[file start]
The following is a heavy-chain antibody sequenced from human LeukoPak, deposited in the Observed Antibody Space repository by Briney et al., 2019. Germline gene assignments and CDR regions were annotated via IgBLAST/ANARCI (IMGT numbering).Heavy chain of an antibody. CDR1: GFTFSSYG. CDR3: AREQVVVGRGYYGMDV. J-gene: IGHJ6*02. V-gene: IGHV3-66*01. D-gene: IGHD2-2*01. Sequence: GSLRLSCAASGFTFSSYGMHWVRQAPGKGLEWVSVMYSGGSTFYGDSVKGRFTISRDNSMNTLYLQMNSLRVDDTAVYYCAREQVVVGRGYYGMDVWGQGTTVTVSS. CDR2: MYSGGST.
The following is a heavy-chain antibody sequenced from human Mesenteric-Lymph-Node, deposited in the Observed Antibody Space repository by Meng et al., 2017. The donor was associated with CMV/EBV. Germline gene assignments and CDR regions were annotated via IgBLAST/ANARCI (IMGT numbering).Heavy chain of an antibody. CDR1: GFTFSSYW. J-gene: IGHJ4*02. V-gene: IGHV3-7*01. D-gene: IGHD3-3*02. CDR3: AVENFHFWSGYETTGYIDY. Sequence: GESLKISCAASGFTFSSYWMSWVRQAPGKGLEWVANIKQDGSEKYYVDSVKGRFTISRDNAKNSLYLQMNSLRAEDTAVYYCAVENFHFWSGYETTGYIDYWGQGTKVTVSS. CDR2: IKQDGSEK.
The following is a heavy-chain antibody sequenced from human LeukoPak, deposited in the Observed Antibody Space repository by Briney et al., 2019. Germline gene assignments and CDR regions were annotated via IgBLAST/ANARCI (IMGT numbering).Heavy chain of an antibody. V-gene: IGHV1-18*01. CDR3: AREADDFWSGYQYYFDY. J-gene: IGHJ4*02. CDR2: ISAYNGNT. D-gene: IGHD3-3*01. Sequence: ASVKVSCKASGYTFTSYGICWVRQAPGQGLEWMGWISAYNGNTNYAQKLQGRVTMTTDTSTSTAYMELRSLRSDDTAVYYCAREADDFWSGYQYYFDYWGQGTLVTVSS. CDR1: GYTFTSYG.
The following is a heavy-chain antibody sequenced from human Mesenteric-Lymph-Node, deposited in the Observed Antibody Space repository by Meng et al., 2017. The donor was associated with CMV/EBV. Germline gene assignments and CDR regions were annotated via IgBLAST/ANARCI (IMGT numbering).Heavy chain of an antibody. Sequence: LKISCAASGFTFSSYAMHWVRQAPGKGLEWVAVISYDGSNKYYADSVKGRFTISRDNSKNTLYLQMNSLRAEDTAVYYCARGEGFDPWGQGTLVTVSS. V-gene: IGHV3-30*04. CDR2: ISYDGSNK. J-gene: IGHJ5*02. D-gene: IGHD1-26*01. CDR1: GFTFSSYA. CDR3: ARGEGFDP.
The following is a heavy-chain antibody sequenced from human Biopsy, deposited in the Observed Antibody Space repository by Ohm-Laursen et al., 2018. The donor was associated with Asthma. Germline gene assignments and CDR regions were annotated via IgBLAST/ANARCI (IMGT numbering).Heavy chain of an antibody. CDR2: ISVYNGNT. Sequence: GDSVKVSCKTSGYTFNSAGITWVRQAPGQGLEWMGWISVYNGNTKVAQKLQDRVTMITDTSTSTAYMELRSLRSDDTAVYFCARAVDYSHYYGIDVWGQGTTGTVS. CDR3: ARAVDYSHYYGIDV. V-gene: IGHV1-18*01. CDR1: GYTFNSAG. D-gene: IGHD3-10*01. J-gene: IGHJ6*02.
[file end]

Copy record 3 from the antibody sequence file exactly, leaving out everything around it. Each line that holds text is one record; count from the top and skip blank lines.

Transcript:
The following is a heavy-chain antibody sequenced from human LeukoPak, deposited in the Observed Antibody Space repository by Briney et al., 2019. Germline gene assignments and CDR regions were annotated via IgBLAST/ANARCI (IMGT numbering).Heavy chain of an antibody. V-gene: IGHV1-18*01. CDR3: AREADDFWSGYQYYFDY. J-gene: IGHJ4*02. CDR2: ISAYNGNT. D-gene: IGHD3-3*01. Sequence: ASVKVSCKASGYTFTSYGICWVRQAPGQGLEWMGWISAYNGNTNYAQKLQGRVTMTTDTSTSTAYMELRSLRSDDTAVYYCAREADDFWSGYQYYFDYWGQGTLVTVSS. CDR1: GYTFTSYG.